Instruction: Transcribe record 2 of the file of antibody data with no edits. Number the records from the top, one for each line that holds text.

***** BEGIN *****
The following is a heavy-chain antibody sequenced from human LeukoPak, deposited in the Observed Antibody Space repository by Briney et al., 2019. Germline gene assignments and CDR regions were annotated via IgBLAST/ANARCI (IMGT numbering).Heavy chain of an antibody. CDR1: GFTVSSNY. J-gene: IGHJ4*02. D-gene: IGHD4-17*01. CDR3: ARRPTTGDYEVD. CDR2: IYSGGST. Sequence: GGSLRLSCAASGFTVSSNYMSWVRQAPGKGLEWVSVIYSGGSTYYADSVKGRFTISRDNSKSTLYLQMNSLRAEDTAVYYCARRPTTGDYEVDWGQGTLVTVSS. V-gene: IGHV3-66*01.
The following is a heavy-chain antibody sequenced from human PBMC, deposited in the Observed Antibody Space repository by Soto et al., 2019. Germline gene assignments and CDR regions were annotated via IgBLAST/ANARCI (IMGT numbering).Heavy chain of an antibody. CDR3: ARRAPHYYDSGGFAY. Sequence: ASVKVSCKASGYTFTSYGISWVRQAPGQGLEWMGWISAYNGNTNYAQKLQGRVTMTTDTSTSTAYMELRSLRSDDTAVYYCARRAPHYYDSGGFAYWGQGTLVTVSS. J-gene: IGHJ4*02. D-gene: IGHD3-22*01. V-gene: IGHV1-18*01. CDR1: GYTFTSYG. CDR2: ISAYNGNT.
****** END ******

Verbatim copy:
The following is a heavy-chain antibody sequenced from human PBMC, deposited in the Observed Antibody Space repository by Soto et al., 2019. Germline gene assignments and CDR regions were annotated via IgBLAST/ANARCI (IMGT numbering).Heavy chain of an antibody. CDR3: ARRAPHYYDSGGFAY. Sequence: ASVKVSCKASGYTFTSYGISWVRQAPGQGLEWMGWISAYNGNTNYAQKLQGRVTMTTDTSTSTAYMELRSLRSDDTAVYYCARRAPHYYDSGGFAYWGQGTLVTVSS. J-gene: IGHJ4*02. D-gene: IGHD3-22*01. V-gene: IGHV1-18*01. CDR1: GYTFTSYG. CDR2: ISAYNGNT.